Week 4: Markov Chains / by Valzorra

Building the World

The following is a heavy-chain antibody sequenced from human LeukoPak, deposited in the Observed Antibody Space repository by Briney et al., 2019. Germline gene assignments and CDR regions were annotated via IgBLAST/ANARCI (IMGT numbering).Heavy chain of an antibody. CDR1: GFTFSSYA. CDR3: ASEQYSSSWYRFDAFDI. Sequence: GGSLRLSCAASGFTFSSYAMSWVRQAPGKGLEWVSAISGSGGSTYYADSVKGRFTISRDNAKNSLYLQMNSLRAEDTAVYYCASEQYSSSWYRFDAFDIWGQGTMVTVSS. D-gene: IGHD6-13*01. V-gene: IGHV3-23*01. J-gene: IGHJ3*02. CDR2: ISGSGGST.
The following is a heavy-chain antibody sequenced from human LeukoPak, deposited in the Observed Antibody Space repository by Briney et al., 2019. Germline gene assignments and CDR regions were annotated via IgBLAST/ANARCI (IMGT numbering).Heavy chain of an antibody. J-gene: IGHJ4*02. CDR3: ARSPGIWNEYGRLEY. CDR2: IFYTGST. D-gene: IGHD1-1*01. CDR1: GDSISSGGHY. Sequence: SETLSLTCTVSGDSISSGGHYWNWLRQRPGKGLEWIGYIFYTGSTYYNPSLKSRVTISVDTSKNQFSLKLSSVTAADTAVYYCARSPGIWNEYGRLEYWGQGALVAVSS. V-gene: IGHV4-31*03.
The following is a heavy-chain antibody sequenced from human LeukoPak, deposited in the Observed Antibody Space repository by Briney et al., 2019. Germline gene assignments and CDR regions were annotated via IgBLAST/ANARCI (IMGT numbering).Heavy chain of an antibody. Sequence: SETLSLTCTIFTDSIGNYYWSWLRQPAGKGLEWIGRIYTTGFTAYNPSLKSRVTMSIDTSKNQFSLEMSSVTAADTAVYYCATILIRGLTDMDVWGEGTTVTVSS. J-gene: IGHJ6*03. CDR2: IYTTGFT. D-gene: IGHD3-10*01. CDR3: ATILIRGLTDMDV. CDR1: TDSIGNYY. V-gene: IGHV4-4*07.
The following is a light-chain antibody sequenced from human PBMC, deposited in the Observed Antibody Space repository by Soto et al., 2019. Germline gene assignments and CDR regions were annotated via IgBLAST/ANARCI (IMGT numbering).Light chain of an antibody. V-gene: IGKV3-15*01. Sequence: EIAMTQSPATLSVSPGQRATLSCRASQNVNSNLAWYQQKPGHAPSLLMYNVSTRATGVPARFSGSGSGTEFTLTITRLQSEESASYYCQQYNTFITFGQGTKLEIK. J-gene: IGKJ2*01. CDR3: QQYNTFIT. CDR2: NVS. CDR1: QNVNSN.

After our introduction to matrices from last week, which can be found in Week 3: The Matrix, we moved on to the rather fascinating Markov Chains in our Building the World Session. In short, Markov Chains express transitions from one state to another based on certain probabilities. They answer the question, after a certain event has occurred, what is the next most likely event to take place? Markov Chains are all about predictions based on what has already happened and on a set of actions and events we can choose from. This ties in quite nicely with our previous work on Chance and Probability with James, as well as my own research into that field of mathematics, which can be found in Week 3: Research on Mathematics. This transitioning data is represented in the form of matrices, which is why it was crucial to have an understanding of what a matrix is before moving on to the Markov Chains. Traditionally, Markov Chains have been utilised in the field of Marketing as they provide an excellent way of structuring data and making estimations about the success of certain marketing strategies, which I will be taking a closer look at shortly.